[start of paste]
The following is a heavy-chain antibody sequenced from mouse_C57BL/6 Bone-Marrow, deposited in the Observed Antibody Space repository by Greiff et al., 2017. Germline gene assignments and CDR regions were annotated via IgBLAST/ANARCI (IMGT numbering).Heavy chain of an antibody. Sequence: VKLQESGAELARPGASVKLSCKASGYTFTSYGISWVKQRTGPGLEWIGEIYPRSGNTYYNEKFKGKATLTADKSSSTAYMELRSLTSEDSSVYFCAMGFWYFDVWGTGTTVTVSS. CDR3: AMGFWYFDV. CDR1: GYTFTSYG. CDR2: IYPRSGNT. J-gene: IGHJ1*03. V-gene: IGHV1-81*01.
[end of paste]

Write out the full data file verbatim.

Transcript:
The following is a heavy-chain antibody sequenced from mouse_C57BL/6 Bone-Marrow, deposited in the Observed Antibody Space repository by Greiff et al., 2017. Germline gene assignments and CDR regions were annotated via IgBLAST/ANARCI (IMGT numbering).Heavy chain of an antibody. Sequence: VKLQESGAELARPGASVKLSCKASGYTFTSYGISWVKQRTGPGLEWIGEIYPRSGNTYYNEKFKGKATLTADKSSSTAYMELRSLTSEDSSVYFCAMGFWYFDVWGTGTTVTVSS. CDR3: AMGFWYFDV. CDR1: GYTFTSYG. CDR2: IYPRSGNT. J-gene: IGHJ1*03. V-gene: IGHV1-81*01.